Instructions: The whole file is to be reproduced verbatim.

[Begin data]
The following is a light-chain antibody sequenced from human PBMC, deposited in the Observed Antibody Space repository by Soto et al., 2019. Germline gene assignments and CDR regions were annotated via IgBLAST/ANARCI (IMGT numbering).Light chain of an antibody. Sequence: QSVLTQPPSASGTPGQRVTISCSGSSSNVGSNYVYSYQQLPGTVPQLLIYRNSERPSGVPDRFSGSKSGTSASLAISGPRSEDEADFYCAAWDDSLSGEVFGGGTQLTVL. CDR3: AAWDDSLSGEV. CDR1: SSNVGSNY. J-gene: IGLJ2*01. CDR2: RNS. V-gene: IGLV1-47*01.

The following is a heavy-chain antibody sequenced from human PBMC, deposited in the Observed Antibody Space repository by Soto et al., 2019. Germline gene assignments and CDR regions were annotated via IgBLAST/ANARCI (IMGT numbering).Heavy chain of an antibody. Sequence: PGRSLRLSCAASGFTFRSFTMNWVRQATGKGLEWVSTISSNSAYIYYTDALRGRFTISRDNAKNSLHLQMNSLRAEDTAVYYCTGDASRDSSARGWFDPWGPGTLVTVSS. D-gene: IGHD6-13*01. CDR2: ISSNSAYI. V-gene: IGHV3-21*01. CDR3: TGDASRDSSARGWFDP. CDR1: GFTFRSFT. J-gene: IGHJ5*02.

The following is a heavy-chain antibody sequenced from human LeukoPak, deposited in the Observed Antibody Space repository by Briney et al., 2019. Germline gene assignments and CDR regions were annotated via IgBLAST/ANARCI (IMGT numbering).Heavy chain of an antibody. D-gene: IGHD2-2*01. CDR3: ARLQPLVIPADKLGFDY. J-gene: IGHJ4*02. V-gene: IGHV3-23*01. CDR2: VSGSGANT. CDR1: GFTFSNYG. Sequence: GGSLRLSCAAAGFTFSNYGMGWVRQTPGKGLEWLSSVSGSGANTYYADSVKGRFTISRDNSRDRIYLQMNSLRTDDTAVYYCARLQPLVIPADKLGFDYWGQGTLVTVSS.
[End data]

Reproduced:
The following is a light-chain antibody sequenced from human PBMC, deposited in the Observed Antibody Space repository by Soto et al., 2019. Germline gene assignments and CDR regions were annotated via IgBLAST/ANARCI (IMGT numbering).Light chain of an antibody. Sequence: QSVLTQPPSASGTPGQRVTISCSGSSSNVGSNYVYSYQQLPGTVPQLLIYRNSERPSGVPDRFSGSKSGTSASLAISGPRSEDEADFYCAAWDDSLSGEVFGGGTQLTVL. CDR3: AAWDDSLSGEV. CDR1: SSNVGSNY. J-gene: IGLJ2*01. CDR2: RNS. V-gene: IGLV1-47*01.

The following is a heavy-chain antibody sequenced from human PBMC, deposited in the Observed Antibody Space repository by Soto et al., 2019. Germline gene assignments and CDR regions were annotated via IgBLAST/ANARCI (IMGT numbering).Heavy chain of an antibody. Sequence: PGRSLRLSCAASGFTFRSFTMNWVRQATGKGLEWVSTISSNSAYIYYTDALRGRFTISRDNAKNSLHLQMNSLRAEDTAVYYCTGDASRDSSARGWFDPWGPGTLVTVSS. D-gene: IGHD6-13*01. CDR2: ISSNSAYI. V-gene: IGHV3-21*01. CDR3: TGDASRDSSARGWFDP. CDR1: GFTFRSFT. J-gene: IGHJ5*02.

The following is a heavy-chain antibody sequenced from human LeukoPak, deposited in the Observed Antibody Space repository by Briney et al., 2019. Germline gene assignments and CDR regions were annotated via IgBLAST/ANARCI (IMGT numbering).Heavy chain of an antibody. D-gene: IGHD2-2*01. CDR3: ARLQPLVIPADKLGFDY. J-gene: IGHJ4*02. V-gene: IGHV3-23*01. CDR2: VSGSGANT. CDR1: GFTFSNYG. Sequence: GGSLRLSCAAAGFTFSNYGMGWVRQTPGKGLEWLSSVSGSGANTYYADSVKGRFTISRDNSRDRIYLQMNSLRTDDTAVYYCARLQPLVIPADKLGFDYWGQGTLVTVSS.